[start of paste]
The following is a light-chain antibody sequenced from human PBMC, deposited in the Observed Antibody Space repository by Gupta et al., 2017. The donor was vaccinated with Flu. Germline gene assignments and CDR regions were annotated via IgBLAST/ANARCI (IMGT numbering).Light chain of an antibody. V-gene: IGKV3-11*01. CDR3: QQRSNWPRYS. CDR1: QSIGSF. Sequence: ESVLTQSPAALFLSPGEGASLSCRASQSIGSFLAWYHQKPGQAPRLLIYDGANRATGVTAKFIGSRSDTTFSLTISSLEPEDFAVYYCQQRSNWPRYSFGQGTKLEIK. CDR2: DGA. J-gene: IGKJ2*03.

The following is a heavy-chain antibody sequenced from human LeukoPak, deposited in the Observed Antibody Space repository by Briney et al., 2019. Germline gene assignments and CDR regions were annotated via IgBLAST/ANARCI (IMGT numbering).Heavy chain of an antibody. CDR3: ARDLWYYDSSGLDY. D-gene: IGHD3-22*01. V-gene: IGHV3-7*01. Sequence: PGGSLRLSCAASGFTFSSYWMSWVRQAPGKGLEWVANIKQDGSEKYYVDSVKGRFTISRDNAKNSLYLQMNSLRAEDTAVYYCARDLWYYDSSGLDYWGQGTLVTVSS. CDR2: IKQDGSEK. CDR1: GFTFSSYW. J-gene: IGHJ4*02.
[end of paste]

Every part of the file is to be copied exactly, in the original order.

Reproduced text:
The following is a light-chain antibody sequenced from human PBMC, deposited in the Observed Antibody Space repository by Gupta et al., 2017. The donor was vaccinated with Flu. Germline gene assignments and CDR regions were annotated via IgBLAST/ANARCI (IMGT numbering).Light chain of an antibody. V-gene: IGKV3-11*01. CDR3: QQRSNWPRYS. CDR1: QSIGSF. Sequence: ESVLTQSPAALFLSPGEGASLSCRASQSIGSFLAWYHQKPGQAPRLLIYDGANRATGVTAKFIGSRSDTTFSLTISSLEPEDFAVYYCQQRSNWPRYSFGQGTKLEIK. CDR2: DGA. J-gene: IGKJ2*03.

The following is a heavy-chain antibody sequenced from human LeukoPak, deposited in the Observed Antibody Space repository by Briney et al., 2019. Germline gene assignments and CDR regions were annotated via IgBLAST/ANARCI (IMGT numbering).Heavy chain of an antibody. CDR3: ARDLWYYDSSGLDY. D-gene: IGHD3-22*01. V-gene: IGHV3-7*01. Sequence: PGGSLRLSCAASGFTFSSYWMSWVRQAPGKGLEWVANIKQDGSEKYYVDSVKGRFTISRDNAKNSLYLQMNSLRAEDTAVYYCARDLWYYDSSGLDYWGQGTLVTVSS. CDR2: IKQDGSEK. CDR1: GFTFSSYW. J-gene: IGHJ4*02.